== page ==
I’m between social engagements, and reading the introduction to The Mammoth Book of 20th Century Science Fiction. Editor David G Hartwell offers a cogent history of the SF genre through the last century, one that considers not just the genre but the field (the former defined as the body of texts, the latter as the people involved with creating them). Hartwell discusses SF as a literary tradition in it’s own right, a position I always argue for given half an opportunity.
(I’m not entirely in agreement with Hartwell’s argument. In particular his statement that SF is a literature that ‘expresses, represents and confirms faith in science and reason’ seems not so much outdated as occluded entirely from the other half of the SF literary tradition that does exactly the opposite. )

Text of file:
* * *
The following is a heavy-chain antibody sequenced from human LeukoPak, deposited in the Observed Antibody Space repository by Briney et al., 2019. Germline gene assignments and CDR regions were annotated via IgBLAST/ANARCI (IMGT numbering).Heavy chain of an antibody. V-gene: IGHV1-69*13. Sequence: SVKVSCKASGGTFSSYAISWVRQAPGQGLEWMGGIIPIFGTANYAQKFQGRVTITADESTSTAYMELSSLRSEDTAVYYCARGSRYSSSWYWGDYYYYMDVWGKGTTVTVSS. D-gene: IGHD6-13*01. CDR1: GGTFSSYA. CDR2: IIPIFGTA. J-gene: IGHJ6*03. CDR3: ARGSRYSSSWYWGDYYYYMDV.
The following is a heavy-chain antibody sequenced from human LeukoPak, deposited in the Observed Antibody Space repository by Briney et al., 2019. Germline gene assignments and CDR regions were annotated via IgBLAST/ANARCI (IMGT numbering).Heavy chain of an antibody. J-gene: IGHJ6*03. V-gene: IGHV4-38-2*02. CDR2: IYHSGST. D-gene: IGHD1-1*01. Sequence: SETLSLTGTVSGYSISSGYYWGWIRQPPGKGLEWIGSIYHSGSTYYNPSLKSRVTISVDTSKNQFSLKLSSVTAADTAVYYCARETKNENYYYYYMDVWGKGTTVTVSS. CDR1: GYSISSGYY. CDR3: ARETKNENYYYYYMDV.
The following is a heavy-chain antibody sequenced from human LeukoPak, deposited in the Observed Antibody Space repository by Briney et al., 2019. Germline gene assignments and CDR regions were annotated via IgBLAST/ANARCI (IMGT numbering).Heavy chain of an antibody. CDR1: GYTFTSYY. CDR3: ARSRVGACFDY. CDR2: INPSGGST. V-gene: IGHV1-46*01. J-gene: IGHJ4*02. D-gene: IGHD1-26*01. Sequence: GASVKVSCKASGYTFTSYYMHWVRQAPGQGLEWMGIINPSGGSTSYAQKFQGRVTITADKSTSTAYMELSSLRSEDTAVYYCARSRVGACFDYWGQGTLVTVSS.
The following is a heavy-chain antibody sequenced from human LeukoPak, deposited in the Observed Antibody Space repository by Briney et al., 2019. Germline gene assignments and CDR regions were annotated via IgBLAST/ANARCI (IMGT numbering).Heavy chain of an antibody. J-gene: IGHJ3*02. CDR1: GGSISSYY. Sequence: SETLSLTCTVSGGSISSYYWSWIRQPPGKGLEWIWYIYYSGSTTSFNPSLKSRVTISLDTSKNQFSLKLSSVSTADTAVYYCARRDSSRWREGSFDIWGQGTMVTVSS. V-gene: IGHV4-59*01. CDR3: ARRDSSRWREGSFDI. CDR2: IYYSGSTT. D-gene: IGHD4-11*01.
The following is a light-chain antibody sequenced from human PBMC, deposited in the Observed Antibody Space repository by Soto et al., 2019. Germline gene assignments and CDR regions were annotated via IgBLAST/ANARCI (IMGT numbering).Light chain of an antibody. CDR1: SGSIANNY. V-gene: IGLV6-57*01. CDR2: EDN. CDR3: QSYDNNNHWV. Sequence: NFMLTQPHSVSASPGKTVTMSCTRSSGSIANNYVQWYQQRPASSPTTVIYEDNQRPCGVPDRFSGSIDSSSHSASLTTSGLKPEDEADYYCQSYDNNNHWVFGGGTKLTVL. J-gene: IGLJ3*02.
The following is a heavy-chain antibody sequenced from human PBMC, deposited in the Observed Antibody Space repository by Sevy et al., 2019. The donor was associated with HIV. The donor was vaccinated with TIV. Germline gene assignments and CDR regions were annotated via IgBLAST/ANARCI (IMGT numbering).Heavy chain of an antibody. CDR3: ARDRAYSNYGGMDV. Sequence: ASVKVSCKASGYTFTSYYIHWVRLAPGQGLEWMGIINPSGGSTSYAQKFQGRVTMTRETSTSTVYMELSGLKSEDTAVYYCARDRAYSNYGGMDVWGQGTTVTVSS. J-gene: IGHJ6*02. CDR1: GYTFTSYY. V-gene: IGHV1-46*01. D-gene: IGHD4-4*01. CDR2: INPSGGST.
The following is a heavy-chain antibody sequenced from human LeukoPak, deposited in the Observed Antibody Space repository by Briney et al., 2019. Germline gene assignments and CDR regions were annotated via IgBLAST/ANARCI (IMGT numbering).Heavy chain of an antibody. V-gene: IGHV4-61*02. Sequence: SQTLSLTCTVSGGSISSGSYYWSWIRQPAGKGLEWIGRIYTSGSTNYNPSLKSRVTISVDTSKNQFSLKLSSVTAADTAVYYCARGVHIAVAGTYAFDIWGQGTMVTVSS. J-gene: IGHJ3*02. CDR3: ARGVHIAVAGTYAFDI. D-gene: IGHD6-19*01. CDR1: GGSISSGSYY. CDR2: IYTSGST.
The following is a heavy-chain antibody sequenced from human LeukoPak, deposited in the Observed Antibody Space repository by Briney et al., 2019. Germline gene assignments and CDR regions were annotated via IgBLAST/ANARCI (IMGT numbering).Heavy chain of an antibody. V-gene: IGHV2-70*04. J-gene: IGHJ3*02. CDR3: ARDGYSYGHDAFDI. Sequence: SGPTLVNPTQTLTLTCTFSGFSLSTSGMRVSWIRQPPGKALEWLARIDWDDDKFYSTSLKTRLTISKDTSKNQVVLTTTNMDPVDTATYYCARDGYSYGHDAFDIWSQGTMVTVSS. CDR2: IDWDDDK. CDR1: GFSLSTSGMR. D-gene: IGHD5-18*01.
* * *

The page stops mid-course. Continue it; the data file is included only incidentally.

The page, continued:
I was lucky enough to briefly meet David G. Hartwell (with whom I suddenly realise I share a middle initial!) at the World Fantasy Convention in San Jose, along with a number of other senior members of the SF community including Robert Silverberg. Later, explaining my speechless response to meeting such a legendary author to another delegte, I was met with a look of blank ‘Robert Who?’ In fact I was surprised at WFC by the number of people, many of them aspiring writers, who had a very narrow understanding of the history of the SF genre.
But is knowing the history of SF essential to becoming a writer in the genre? On the one hand SF can be considered as an ongoing conversation spanning decades. It you enter that conversation without knowing what has already been said, you are not liable to say much of interest to people who have been following the arguments unfold for decades. But on the other hand if SF is a genre that seeks to find meaning in modern life, raw responses to that life might be mire interesting than viewpoints filtered through the mirror shaded gaze of the SF genre.